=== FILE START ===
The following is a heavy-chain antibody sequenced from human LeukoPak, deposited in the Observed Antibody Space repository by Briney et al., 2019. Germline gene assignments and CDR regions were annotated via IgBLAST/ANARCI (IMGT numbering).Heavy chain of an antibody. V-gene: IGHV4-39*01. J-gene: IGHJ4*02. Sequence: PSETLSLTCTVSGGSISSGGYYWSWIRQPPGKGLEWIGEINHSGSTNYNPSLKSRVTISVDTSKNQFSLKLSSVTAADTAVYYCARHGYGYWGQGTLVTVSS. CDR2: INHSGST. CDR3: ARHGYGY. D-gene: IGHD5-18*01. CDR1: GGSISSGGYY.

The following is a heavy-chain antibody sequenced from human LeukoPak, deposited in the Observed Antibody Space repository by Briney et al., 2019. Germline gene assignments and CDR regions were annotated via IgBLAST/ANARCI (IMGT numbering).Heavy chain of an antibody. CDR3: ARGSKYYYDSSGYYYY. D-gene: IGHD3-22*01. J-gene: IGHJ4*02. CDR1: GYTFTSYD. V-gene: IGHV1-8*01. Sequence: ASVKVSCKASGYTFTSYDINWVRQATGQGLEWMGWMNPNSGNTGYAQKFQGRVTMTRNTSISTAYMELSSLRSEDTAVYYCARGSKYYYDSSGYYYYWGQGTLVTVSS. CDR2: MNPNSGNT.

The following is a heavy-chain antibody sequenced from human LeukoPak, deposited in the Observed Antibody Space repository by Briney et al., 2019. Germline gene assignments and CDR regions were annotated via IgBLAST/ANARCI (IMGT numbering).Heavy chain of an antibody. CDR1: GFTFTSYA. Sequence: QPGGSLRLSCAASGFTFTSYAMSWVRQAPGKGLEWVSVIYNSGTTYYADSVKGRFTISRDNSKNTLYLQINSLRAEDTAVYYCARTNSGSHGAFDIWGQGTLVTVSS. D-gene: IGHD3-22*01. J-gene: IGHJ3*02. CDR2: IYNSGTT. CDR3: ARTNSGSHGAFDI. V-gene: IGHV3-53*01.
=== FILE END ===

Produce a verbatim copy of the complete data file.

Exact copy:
The following is a heavy-chain antibody sequenced from human LeukoPak, deposited in the Observed Antibody Space repository by Briney et al., 2019. Germline gene assignments and CDR regions were annotated via IgBLAST/ANARCI (IMGT numbering).Heavy chain of an antibody. V-gene: IGHV4-39*01. J-gene: IGHJ4*02. Sequence: PSETLSLTCTVSGGSISSGGYYWSWIRQPPGKGLEWIGEINHSGSTNYNPSLKSRVTISVDTSKNQFSLKLSSVTAADTAVYYCARHGYGYWGQGTLVTVSS. CDR2: INHSGST. CDR3: ARHGYGY. D-gene: IGHD5-18*01. CDR1: GGSISSGGYY.

The following is a heavy-chain antibody sequenced from human LeukoPak, deposited in the Observed Antibody Space repository by Briney et al., 2019. Germline gene assignments and CDR regions were annotated via IgBLAST/ANARCI (IMGT numbering).Heavy chain of an antibody. CDR3: ARGSKYYYDSSGYYYY. D-gene: IGHD3-22*01. J-gene: IGHJ4*02. CDR1: GYTFTSYD. V-gene: IGHV1-8*01. Sequence: ASVKVSCKASGYTFTSYDINWVRQATGQGLEWMGWMNPNSGNTGYAQKFQGRVTMTRNTSISTAYMELSSLRSEDTAVYYCARGSKYYYDSSGYYYYWGQGTLVTVSS. CDR2: MNPNSGNT.

The following is a heavy-chain antibody sequenced from human LeukoPak, deposited in the Observed Antibody Space repository by Briney et al., 2019. Germline gene assignments and CDR regions were annotated via IgBLAST/ANARCI (IMGT numbering).Heavy chain of an antibody. CDR1: GFTFTSYA. Sequence: QPGGSLRLSCAASGFTFTSYAMSWVRQAPGKGLEWVSVIYNSGTTYYADSVKGRFTISRDNSKNTLYLQINSLRAEDTAVYYCARTNSGSHGAFDIWGQGTLVTVSS. D-gene: IGHD3-22*01. J-gene: IGHJ3*02. CDR2: IYNSGTT. CDR3: ARTNSGSHGAFDI. V-gene: IGHV3-53*01.